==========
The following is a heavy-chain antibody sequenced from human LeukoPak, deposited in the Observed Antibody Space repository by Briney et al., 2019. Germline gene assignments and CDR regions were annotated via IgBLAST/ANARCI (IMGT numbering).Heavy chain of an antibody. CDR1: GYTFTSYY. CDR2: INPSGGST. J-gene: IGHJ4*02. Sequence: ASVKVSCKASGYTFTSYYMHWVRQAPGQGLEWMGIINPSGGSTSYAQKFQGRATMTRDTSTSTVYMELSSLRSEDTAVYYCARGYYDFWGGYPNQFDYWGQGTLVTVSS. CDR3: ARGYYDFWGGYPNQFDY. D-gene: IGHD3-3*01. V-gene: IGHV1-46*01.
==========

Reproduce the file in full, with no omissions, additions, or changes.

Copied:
The following is a heavy-chain antibody sequenced from human LeukoPak, deposited in the Observed Antibody Space repository by Briney et al., 2019. Germline gene assignments and CDR regions were annotated via IgBLAST/ANARCI (IMGT numbering).Heavy chain of an antibody. CDR1: GYTFTSYY. CDR2: INPSGGST. J-gene: IGHJ4*02. Sequence: ASVKVSCKASGYTFTSYYMHWVRQAPGQGLEWMGIINPSGGSTSYAQKFQGRATMTRDTSTSTVYMELSSLRSEDTAVYYCARGYYDFWGGYPNQFDYWGQGTLVTVSS. CDR3: ARGYYDFWGGYPNQFDY. D-gene: IGHD3-3*01. V-gene: IGHV1-46*01.